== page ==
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FBI asks for more private-sector help reporting cybercrime cases

FBI director talks about the agency's work to track down cybercriminals, but says it needs helps from private sector.

The FBI is working hard to track down cybercriminals, but the bureau needs help from the private sector, FBI Director Robert Mueller told attendees Thursday at the RSA Conference in San Francisco.

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"We cannot act as if we're not aware of the problem. Maintaining a code of silence will not benefit you or your clients in the long run," he said in urging a public-private partnership to fight cybercrime.

Mueller said the National Cyber Investigative Joint Task Force, which has 17 law enforcement and intelligence agencies, aims to "predict and prevent what is on the horizon." The task force has separate teams focused on specific threats, including one that investigates botnets.

"We are reverse-engineering those botnets with an eye toward disrupting them," he said, citing this week's takedown of the Mariposa botnet, malware which infected an estimated 12.7 million computers in more than 190 countries, as an example of the group's work and the need for global cooperation.

The FBI has more than 60 offices around the world and special agents embedded with police in Romania and elsewhere, he said. Last fall, agents worked with Egyptian authorities to dismantle an intrusion and money-laundering scam. The FBI also worked with other international partners to dismantle DarkMarket, an online market of stolen financial data, he said.

Mueller also referred to the investigation of a major breach of a financial firm -- presumably RBS WorldPay -- in which the attackers broke through an encrypted system to steal account numbers and PIN codes. The crime ring created fake ATM cards, recruited money mules around the world and in 24 hours stole more than $9 million from thousands of ATMs.

He called the attack "revolutionary," but said that the victim company greatly helped the investigation by coming forward. The FBI dispatched mobile "cyberaction teams" and worked closely with their counterparts overseas to investigate and ultimately apprehend the top three hackers behind the attack, Mueller said.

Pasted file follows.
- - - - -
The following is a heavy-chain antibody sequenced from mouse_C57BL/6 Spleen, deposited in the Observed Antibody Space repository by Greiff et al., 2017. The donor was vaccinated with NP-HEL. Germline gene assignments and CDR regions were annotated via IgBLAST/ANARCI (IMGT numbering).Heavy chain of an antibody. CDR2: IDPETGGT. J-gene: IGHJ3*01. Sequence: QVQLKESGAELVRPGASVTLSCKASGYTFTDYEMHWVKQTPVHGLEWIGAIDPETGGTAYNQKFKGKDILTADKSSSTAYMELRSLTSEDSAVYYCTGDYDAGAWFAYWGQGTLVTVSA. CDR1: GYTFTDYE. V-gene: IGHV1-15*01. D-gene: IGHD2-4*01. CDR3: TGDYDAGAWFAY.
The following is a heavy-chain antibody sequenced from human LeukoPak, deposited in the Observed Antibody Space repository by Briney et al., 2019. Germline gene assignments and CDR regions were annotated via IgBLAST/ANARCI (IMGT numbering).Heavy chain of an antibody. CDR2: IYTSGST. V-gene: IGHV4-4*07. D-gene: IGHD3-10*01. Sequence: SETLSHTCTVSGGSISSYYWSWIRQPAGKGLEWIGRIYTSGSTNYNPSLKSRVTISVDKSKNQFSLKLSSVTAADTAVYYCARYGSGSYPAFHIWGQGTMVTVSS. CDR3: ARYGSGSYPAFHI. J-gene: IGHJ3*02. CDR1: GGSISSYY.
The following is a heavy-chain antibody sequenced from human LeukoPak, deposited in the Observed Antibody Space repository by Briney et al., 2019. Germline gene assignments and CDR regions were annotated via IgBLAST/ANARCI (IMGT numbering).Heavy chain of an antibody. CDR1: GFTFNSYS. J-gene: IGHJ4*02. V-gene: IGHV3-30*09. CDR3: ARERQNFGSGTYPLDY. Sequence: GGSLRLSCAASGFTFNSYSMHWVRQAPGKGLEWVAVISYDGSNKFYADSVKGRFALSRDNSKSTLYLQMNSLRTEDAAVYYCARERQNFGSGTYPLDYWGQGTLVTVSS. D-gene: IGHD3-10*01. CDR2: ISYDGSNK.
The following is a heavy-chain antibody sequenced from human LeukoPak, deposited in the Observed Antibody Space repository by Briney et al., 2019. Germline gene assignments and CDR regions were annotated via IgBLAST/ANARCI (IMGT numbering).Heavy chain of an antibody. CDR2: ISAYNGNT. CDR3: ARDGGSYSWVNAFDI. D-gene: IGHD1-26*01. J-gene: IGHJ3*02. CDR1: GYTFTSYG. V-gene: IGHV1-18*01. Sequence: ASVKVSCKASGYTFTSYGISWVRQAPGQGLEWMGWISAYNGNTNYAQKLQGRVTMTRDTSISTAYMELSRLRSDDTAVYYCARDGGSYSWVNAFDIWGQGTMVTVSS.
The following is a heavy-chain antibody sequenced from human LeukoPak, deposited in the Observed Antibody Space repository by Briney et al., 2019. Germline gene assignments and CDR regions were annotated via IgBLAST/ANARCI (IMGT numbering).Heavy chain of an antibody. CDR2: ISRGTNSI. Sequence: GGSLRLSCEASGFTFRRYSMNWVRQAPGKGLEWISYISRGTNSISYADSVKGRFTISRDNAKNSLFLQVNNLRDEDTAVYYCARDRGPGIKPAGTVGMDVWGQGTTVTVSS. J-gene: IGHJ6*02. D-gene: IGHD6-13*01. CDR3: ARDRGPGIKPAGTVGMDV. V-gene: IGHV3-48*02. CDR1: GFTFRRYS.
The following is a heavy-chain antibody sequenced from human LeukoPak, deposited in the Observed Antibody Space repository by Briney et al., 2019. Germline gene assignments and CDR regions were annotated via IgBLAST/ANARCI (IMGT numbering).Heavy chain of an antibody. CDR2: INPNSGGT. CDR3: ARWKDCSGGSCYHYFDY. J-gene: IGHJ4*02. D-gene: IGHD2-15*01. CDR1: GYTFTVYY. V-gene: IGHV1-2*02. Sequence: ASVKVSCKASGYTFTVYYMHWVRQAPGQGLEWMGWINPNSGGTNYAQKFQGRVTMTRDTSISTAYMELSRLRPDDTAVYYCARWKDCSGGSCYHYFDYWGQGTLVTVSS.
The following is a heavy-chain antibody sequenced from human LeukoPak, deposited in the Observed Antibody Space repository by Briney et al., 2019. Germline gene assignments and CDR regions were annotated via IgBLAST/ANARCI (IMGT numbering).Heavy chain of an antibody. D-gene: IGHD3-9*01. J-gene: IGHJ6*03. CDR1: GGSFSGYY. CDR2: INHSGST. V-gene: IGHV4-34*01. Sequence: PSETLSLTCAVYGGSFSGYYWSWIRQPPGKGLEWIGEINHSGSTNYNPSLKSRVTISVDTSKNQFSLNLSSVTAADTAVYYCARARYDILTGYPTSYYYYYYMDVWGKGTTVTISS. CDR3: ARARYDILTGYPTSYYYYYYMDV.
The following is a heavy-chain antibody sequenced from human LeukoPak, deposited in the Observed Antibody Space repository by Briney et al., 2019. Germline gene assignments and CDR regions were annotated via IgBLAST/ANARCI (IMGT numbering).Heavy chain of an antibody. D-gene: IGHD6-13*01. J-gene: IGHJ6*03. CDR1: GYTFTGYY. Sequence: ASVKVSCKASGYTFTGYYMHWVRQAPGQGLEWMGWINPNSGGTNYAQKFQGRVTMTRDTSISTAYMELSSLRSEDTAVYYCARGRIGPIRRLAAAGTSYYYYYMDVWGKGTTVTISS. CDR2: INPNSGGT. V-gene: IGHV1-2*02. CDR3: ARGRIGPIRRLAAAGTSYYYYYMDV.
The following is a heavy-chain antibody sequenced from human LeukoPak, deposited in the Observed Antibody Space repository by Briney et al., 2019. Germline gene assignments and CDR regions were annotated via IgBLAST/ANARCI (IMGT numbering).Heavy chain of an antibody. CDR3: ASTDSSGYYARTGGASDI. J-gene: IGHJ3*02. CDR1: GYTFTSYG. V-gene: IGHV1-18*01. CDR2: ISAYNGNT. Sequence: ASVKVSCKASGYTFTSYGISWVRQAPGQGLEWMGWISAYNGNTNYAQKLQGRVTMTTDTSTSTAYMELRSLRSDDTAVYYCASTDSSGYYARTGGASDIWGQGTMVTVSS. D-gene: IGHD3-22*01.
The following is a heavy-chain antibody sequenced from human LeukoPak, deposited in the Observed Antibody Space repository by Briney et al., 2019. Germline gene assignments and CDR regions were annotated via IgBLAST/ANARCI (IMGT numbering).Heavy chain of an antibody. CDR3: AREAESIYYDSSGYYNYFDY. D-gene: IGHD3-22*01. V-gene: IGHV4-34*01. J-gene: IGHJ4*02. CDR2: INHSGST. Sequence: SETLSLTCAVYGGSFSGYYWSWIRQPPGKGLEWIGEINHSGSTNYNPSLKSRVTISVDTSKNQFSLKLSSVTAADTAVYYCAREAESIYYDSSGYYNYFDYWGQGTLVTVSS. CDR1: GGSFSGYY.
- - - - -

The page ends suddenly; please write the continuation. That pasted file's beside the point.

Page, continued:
"If this company had not come forward, we would not have been able to stop these individuals from hitting the next victim," Mueller said.

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While there's been a "great divide" between investigators and network security teams, it doesn't have to be that way, he said. "We in the FBI understand that you have practical concerns about reporting breaches of security," such as competitive or privacy fears.

"We do not want you to feel victimized a second time by an investigation," he said, adding that the FBI will minimize disruption to a business during an investigation, work to maintain business confidentiality, and share attack information as soon as possible.

"No one country, company, or agency can stop cybercrime ... we must find those responsible. The only way to do that is by standing together," Mueller said.

After Mueller's speech, one conference attendee making his exit said that he was disappointed the FBI director didn't mention the role of InfraGard, which is an information-sharing partnership between the FBI and the private sector. "We're supposed to be the eyes and the ears [of the FBI]," said the attendee, who is involved in a local InfraGard chapter.

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